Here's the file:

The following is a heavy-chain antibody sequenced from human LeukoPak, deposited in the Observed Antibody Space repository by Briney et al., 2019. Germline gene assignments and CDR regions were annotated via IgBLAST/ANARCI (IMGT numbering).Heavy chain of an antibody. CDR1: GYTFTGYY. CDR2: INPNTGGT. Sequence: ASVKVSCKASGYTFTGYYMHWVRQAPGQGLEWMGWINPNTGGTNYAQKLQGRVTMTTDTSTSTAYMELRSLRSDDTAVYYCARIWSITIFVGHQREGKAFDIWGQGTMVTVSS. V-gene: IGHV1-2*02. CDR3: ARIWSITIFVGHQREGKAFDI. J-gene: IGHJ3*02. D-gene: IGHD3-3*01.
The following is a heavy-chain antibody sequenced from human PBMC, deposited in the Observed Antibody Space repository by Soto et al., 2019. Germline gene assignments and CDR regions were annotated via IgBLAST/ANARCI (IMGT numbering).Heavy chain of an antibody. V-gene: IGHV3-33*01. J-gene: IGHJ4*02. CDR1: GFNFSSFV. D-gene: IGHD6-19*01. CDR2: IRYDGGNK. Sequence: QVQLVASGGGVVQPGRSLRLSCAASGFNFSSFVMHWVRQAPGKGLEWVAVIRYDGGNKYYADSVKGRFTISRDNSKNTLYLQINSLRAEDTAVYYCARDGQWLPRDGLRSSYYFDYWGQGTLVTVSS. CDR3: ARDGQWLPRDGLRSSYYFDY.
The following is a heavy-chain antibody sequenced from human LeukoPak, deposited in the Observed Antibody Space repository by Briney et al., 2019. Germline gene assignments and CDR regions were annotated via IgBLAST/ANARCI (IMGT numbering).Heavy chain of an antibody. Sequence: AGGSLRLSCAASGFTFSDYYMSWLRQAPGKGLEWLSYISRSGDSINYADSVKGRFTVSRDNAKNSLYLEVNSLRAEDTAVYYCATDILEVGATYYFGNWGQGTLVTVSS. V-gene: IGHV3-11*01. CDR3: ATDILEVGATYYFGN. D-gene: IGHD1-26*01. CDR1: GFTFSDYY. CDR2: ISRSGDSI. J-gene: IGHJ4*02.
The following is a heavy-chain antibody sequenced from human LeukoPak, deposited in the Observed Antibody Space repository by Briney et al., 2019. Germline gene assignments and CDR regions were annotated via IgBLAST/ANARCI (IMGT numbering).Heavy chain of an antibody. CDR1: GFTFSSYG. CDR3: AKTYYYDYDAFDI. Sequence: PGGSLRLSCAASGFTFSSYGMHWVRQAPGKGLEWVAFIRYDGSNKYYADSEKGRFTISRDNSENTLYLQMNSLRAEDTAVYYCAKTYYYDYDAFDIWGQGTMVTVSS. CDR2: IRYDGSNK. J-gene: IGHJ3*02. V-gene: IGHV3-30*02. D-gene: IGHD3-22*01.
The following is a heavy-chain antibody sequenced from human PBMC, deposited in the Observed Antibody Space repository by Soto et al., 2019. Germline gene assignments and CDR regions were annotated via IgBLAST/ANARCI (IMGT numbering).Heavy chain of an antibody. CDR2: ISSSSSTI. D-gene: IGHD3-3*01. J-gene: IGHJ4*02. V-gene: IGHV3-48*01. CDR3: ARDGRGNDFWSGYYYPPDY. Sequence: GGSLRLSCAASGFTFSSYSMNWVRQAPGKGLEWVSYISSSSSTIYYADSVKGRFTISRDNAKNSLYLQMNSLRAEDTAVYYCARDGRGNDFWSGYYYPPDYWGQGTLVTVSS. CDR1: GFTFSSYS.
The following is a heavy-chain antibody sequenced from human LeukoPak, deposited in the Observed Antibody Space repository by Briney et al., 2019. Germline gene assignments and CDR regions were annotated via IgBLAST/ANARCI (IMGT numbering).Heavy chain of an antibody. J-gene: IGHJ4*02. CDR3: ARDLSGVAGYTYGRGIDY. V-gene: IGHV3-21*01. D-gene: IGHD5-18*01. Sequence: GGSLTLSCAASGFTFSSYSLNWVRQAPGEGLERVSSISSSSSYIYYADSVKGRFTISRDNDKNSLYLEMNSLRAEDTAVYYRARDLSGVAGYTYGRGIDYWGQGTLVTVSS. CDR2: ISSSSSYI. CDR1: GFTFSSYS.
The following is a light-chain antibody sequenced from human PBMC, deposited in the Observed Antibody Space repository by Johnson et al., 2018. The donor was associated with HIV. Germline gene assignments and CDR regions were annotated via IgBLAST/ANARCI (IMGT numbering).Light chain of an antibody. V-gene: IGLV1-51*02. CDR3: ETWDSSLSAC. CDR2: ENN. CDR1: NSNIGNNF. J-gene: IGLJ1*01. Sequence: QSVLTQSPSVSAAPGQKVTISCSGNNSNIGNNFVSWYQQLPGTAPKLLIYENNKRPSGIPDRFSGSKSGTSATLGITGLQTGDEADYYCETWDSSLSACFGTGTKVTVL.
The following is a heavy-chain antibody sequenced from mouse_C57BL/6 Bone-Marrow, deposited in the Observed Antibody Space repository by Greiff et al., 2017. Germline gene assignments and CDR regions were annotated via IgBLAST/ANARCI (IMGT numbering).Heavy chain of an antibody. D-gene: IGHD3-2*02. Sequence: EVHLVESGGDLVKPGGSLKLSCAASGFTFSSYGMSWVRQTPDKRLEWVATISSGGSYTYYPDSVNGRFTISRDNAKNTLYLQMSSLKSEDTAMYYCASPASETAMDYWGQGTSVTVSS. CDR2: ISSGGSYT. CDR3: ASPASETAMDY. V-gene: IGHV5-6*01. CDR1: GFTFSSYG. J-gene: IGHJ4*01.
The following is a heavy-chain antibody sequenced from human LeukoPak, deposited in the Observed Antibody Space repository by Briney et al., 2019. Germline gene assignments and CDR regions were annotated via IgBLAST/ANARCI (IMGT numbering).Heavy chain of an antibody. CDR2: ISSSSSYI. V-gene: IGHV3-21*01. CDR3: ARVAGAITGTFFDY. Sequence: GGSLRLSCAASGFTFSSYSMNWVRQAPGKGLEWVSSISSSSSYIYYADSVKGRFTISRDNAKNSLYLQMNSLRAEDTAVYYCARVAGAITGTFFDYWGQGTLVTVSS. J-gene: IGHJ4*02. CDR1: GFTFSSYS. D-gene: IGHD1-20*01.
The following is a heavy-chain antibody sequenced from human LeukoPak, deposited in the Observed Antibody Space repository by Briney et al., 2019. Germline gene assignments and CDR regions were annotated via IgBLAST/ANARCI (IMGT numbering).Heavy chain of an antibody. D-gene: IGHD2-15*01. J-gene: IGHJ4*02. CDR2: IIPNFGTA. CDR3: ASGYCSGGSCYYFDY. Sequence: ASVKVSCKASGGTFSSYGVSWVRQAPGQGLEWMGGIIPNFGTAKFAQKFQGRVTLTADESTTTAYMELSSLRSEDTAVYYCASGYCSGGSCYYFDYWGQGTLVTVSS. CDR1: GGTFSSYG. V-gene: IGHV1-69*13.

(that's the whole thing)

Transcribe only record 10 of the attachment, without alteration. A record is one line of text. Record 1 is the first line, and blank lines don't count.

The following is a heavy-chain antibody sequenced from human LeukoPak, deposited in the Observed Antibody Space repository by Briney et al., 2019. Germline gene assignments and CDR regions were annotated via IgBLAST/ANARCI (IMGT numbering).Heavy chain of an antibody. D-gene: IGHD2-15*01. J-gene: IGHJ4*02. CDR2: IIPNFGTA. CDR3: ASGYCSGGSCYYFDY. Sequence: ASVKVSCKASGGTFSSYGVSWVRQAPGQGLEWMGGIIPNFGTAKFAQKFQGRVTLTADESTTTAYMELSSLRSEDTAVYYCASGYCSGGSCYYFDYWGQGTLVTVSS. CDR1: GGTFSSYG. V-gene: IGHV1-69*13.